Moving on, the video introduces with the terminology ‘critical section’ which principally refers the part of a structural element that undergoes the highest level of stresses and strains and the one that tends to yield first. Later, the video talks about the yielding phenomenon both for symmetrical and unsymmetrical structural section. Overall, the video has tried to give clear conceptions of the effect of bending over the typical stress vs. strain diagram- understanding which is very important to do workouts on many examples of structural mechanics.
Lecture 38
Channel Section Centroid & Second Moment of Area (I value) Example
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Channel Section Centroid & Second Moment of Area (I value) Example
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This video shows the workout on another comprehensive example of finding the centroid positions & second moment of area for a given exemplary C channel structural element. First part of the video briefly illustrates the given C channel- the flanges thickness is 10 mm at each side, connecting bar thickness is 6 mm and total depth of the channel is 200 mm. Next, the video takes the bottom left corner as the reference axis and subsequently calculates down the values of centroidal coordinates.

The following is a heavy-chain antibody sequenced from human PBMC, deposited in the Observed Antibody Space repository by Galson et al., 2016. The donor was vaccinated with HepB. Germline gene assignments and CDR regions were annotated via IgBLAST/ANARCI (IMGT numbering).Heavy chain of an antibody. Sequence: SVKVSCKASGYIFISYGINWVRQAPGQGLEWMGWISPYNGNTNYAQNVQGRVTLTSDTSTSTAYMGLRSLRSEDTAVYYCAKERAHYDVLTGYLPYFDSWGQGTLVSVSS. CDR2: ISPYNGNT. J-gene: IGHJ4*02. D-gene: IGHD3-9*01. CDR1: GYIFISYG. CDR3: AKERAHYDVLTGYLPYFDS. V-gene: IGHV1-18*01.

Moving on, the video shows the calculation procedures of finding the second moment of area in x direction assessing all the required values & demonstrating all the facts & figures in greater details. It is highly recommended to watch the previous videos and do on hand practices with these videos to have better understanding on the calculation procedures of finding centroid position and second moment of area for different structural elements used in the construction extensively.
Lecture 39
Second Moment of Area (Iy value) of Band Beam Example
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Second Moment of Area (Iy value) of Band Beam Example
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This video shows how to work out on finding Iy value continuing straight from the earlier video 5.3. At first, the video gives emphasize on knowing the values of centroidal coordinates with respect to the reference axis before doing any calculation for finding the value of second moment of area. Next, the video once again vividly illustrates the centroidal position of the given exemplary band beam & introduces the formula of finding Iy value as described before in previous video 5.4.